By Titus Kakembo
Prof. Ngugi waThiong’o, one of Africa’s most celebrated authors was at Makerere University when Uganda got her independence on October 9, 1962.
When he returned earlier this year, the wordsmith challenged scholars to free themselves from foreign languages and cultures.
“You are likely to be abandoned and become intellectually enslaved to the Western ways like African scholars have let down Africa by failing to publish in native languages,” Ngugi said.
Ngugi returned to Uganda recently to mark the 50th anniversary of the University of East Africa.
Echoing post Uhuru achievements, the celebrations, attracted scholars and the university’s alumni from across East Africa.
Ngugi did not spare scholars who claim to be specialists of African history, culture, society and politics, the barbs.
“You have a linguistic challenge and the responsibility to publish in your mother tongues if they are to survive,” Ngugi voiced a fond view. “Knowledge about Africa should not be seen through the lenses of European eyes and written about in their languages.”
He said if you know all the languages of the world and you do not know your mother tongue and culture that is not independence.
“The way forward is to know your language and add to it all the languages of the world – to me that is empowerment,” Ngugi added.
Pausing for the point to drive home, Ngugi asked his audience to choose between intellectual enslavement and intellectual empowerment.
In a flashback, when Uganda attained her independence, author of a play -The Black Hermit (staged that day)- painted a verbal picture of the social, economic and political climate then.
“The joy in the populace, about self-rule, was palpable,” recounted Ngugi.
“That day the roads were graced with the colours of the new flag as my second home got independence before my first home.”
In 1963 Ngugi went back to Kenya. His return was like a thread connecting the 1960s to the present.
Careless whispers were audible in the audience about how Makerere University
has produced movers and shakers in the region.
Mentioned were expresidents Julius Nyerere, Hassan Mwinyi and Mwai Kibaki, who were academically seasoned in Uganda.
Paul Kagame joined the league of politicians mentioned. Ambitiously reasserting itself as a tourist destination, education and business hub, today Uganda cannot be ignored on the African continent.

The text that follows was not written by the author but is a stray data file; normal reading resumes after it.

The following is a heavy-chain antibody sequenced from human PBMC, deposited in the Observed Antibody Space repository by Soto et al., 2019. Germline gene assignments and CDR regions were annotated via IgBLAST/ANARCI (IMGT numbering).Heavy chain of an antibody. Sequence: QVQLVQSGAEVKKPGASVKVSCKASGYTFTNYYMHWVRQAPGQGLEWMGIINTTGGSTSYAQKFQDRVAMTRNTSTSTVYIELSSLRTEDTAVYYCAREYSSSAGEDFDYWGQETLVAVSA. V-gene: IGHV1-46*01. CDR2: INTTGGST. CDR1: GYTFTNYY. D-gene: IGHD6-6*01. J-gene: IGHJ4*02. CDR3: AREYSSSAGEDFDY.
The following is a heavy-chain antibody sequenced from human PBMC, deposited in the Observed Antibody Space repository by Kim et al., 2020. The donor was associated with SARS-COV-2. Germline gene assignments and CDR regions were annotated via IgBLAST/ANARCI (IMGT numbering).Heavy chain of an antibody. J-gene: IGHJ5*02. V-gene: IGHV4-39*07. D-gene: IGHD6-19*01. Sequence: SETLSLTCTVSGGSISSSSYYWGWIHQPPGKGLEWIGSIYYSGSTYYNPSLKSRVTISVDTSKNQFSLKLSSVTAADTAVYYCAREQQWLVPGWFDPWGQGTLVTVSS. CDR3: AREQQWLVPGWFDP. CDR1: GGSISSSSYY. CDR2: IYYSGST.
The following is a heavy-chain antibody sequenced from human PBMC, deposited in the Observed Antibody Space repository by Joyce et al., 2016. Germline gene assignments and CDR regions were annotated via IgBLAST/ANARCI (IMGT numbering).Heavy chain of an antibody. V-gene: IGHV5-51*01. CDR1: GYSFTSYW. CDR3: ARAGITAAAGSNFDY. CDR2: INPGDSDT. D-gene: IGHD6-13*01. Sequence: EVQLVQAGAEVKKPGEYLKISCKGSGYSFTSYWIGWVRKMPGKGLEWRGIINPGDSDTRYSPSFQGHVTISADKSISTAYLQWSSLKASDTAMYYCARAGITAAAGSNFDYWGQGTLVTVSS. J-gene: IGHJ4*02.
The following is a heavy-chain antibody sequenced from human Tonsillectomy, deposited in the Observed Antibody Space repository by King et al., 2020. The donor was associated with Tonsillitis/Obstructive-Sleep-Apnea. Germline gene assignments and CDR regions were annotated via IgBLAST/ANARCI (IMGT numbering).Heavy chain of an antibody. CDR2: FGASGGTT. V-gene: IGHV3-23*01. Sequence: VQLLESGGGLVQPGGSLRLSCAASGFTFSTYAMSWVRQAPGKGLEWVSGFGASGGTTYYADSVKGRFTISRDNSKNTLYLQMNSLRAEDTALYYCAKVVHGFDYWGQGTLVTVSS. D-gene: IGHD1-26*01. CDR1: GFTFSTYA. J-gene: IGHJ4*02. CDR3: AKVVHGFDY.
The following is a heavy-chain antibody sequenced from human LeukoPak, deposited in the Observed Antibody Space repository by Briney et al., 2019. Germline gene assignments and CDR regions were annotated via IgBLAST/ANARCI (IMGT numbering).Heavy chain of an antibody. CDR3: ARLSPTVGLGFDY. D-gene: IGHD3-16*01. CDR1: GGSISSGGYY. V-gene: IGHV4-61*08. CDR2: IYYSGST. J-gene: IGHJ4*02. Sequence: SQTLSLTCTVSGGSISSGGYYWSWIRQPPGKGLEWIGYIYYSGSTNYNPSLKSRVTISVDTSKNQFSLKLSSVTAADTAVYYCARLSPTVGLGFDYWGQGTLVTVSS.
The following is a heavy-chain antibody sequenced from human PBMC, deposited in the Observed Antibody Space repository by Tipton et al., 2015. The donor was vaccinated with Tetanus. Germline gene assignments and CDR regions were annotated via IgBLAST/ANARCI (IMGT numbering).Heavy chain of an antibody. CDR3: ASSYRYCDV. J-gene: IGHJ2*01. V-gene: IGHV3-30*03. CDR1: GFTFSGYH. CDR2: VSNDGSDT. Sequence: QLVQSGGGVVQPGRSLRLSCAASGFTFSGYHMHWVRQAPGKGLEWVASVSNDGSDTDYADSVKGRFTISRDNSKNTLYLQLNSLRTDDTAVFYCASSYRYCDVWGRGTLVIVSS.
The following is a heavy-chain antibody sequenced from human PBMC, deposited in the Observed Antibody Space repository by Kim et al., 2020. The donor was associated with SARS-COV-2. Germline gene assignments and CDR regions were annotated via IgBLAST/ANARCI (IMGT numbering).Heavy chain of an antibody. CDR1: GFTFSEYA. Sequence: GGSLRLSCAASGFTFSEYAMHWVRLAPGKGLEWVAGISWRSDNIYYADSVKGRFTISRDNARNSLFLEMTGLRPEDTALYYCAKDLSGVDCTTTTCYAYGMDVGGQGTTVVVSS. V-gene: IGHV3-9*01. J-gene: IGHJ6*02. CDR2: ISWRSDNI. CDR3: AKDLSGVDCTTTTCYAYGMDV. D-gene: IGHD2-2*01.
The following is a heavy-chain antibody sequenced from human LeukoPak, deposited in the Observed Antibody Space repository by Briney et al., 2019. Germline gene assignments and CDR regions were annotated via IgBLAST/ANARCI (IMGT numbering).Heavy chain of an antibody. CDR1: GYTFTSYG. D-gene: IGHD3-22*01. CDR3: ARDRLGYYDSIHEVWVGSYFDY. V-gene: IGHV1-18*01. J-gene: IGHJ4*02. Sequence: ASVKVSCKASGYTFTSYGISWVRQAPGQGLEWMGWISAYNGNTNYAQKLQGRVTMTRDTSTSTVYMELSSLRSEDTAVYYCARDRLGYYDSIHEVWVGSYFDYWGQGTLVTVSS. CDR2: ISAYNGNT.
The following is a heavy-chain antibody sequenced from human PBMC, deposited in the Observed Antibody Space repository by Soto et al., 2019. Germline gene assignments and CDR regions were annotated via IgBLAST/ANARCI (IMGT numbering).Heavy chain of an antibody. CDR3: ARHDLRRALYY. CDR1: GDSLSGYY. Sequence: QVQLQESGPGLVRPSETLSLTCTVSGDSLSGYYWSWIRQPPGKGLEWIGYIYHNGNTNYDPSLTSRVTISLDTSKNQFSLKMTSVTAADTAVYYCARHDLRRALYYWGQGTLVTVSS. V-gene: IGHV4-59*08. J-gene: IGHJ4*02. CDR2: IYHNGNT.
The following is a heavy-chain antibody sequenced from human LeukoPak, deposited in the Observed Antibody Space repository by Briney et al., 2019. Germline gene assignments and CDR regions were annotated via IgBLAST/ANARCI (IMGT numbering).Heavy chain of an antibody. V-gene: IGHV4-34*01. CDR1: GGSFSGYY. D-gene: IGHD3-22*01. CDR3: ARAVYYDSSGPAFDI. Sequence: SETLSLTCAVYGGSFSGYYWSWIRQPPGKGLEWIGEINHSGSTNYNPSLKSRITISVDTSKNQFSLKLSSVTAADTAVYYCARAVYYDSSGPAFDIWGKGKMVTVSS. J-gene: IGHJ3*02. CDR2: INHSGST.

Ngugi would be delighted to learn that Uganda like most of Africa is having an infrastructure boom. And a lot has changed since he wrote the play, The Hermit, to grace the first Uhuru occasion.
Ngugi recounts that by independence the country boasted a comparably good road network, a high standard of living, good healthcare in East Africa.
This fabric was torn to shreds in the first half of the Golden Jubilee after Idi Amin deposed Apollo Milton Obote in 1972.
What is in place today?
“There are interstate railways, multi-national corporations opening up shop and tourism is booming.
There is an African Development Bank’s infrastructure bon scheme expected to raise $22b for ports, railways, roads and energy, the minister of tourism and antiquities, Maria Mutagambwa says.
Hippopotami and buffaloes at Murchison Falls National Park, one of Uganda’s oldest tourist sites Picture by Titus Kakembo
However, China’s presence in the economy as we celebrate 51 years of independence cannot be ignored.
“China has brought undreamed of infrastructure capital, attracted mining/ oil drilling companies and competing for resource exploitation,” observes John Opira, an economist.
An investment that builds a road to help farmers get their produce to the market leads to increased incomes.
Another change that altered business in Uganda since independence was privatisation. When protection could not be sustained, utilities like Umeme, Coffee Marketing Board and Uganda Hotels were sold.
The Uganda Tourism Operators Association president Herbert Byaruhanga says: “Tourism will not be the same as it was in the 1960s.
Tourists now come armed with cameras not to kill wild animals.” UWA executive director Andrew Seguya concurs.
“There are so many new products to attract guests than what we had by independence time.
“We have birds, gorilla tracking, nature walk, the Batwa trail and community tourism.”
In a Fountain Publication, Uganda 30 Years, blame for the demise of the state it piled on political parties formed along religious and tribal sentiments.
“Parties were not based on ideological differences,” wrote late Eriya Kategaya in a foreword. There was no common political thread which bound the members of these political parties together.”
In 1986 when the National Resistance Movement shot its way to power, it introduced an all inclusive government with other parties which included the Conservative Party, Democratic Party and the Uganda Peoples Congress.